Telegraph (Samuel F. B. Morse)
The American inventor presented his invention revolutionising telecommunication at New York University in 1837.
telegraph, Morse, telegraph system, SOS, Morse alphabet, Morse code, transmitting unit, receiving unit, data transmission, inventor, invention, communication, technology
- When did Samuel Morse die?
- What kind of signals are transmitted by the telegraph line?
- What was the first sentence transmitted in a Morse telegraph line?
- When did the world’s first telegraph line start operating?
- Between which two cities was the world’s first telegraph line built?
- What was the original profession\nof Samuel Morse?
- When was Samuel Morse born?
- In which country was\nSamuel Morse born?
- What is the Morse code of the\nSOS distress signal?
- Is it true that Morse telegraphs were used in ships?
- Is it true that the Morse alphabet is made up of dots and dashes?
- Was the Morse alphabet used\nby the post?
- Was the Morse alphabet used\nby the railway?
- Was the Morse alphabet used\nby the army?
- Is it true that the telegraph transmits signals through\nan electromagnet?
- Is it true that both the telegraph and the Morse alphabet were developed by Morse?
- Is it true that the Morse alphabet is based on the smoke signals of Mohicans?
- Is it true that Morse and Einstein were friends?
- How long did it take for a mailcoach to get to Vienna from Pest?
- Is it true that the Morse alphabet was developed by Marconi?
Samuel Morse was born in Charlestown, Massachusetts. He was trained as an artist, after attending Philips Academy, he graduated from Yale College. He first heard of elecromagnetism during a sea voyage, later on he became interested in the topic.
Morse developed the concept of a single-wire electric telegraph in 1832, it took 4 years to put his theories into practice. He introduced his telegraph on 4 September 1837 at New York University, where he worked as a professor at that time. The telegraph traced out the numbers 215 36 2 58 112 04 01837, which, translated by Morse´s telegraphic dictionary, said ‘Successful experiment with telegraph September 4th, 1837.’
The system of dots and dashes (Morse alphabet) was developed in 1839. Later it became the primary language of telegraphy in the world. The first telegram was transmitted between Baltimore and Washington, in 1844.
Samuel F. B. Morse
How it works
The telegraph can be produced (and operated) simply and cheaply. It works with a one-dimensional (serial) transfer method. One button (switch) is enough for transmission. On the receiving side, a writing device attached to an electromagnet prints the codes received onto a clockwork-driven paper band. For telegraphic data transfer, a channel is necessary that can distinguish two states. This role used to be filled by a metal wire. The combination of letters ‘SOS’ is the most well-known Morse code: the international distress signal. Some say it is an abbreviation of three words (e.g. ‘Save Our Souls!’), but probably these characters were chosen because of their simple use and recognisability (coding and decoding).
One of the first telegraphs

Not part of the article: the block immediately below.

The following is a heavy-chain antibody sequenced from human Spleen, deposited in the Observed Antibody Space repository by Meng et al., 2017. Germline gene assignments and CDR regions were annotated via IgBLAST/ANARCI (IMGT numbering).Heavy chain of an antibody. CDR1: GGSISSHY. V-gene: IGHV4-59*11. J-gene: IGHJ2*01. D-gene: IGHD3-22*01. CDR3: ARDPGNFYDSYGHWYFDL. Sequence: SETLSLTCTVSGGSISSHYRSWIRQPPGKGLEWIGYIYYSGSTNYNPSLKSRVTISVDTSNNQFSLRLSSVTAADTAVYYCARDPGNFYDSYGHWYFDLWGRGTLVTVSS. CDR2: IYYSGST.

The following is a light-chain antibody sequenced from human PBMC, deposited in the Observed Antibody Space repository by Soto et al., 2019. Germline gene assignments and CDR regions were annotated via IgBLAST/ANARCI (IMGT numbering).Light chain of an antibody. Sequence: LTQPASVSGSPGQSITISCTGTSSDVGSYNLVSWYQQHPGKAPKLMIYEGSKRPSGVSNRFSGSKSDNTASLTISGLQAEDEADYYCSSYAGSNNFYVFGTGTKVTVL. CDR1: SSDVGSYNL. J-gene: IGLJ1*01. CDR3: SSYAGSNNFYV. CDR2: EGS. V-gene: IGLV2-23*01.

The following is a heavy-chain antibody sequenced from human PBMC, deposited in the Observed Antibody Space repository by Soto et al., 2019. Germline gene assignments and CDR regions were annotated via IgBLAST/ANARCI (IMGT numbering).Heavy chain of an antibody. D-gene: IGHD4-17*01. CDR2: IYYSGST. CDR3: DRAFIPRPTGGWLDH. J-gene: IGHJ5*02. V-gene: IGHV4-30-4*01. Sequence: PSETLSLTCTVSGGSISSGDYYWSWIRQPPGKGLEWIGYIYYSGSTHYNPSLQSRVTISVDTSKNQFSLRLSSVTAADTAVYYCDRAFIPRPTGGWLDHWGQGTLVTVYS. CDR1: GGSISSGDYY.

The Morse alphabet
The Morse code is a method of communication, where the transmission of textual information is possible in a two-state channel. Morse created his alphabet based on his experiences during observing one of his relatives (a printer) working. He coded letters and punctuation marks using signal groups of dots and dashes. The most frequent letter of the English alphabet, E received the sign of one dot, and the second most frequent letter, T became one dash.
Samuel Finley Breese Morse was born in Charlestown, Massachusetts. He was trained as a painter. After attending the prestigious Phillips Academy, Morse graduated from Yale College. He first heard of electromagnetism on one of his many sea voyages. It was then that he became fascinated by this new, so far unknown area. His new interest was soon brought to fruition: between 1832 and 1835, he developed the first operational electromagnetic telegraph.
The device consisted of a transmitting unit and a receiving unit connected by wire. The signal was generated by tapping the key on the transmitter. The one-dimensional (or serial) transfer of signals was provided by the wire. On the receiving side, a writing device attached to an electromagnet printed the codes received onto a clockwork-driven paper band.
Interestingly, the inventor's name became well-known not because of the device, but mainly because of the code he developed for transmitting messages through it. In Morse code, letters and numbers are represented by various sequences of short and long signals, that is, dots and dashes; therefore, messages are easy to encode and decode.
When Morse first successfully tested the device, the transmitted message consisted of the following words: ‘Successful experiment with telegraph September 4th, 1837.’
But the best known code is that of the international distress signal: di-di-dit ||dah-dah-dah || di-di-dit, that is, SOS. Initially, Morse’s invention was not successful; investors were not interested in the device. Later, however, it became one of the most important means of communication in the world.
The device that transmits human voice as electrical signals was invented by Bell in 1876.
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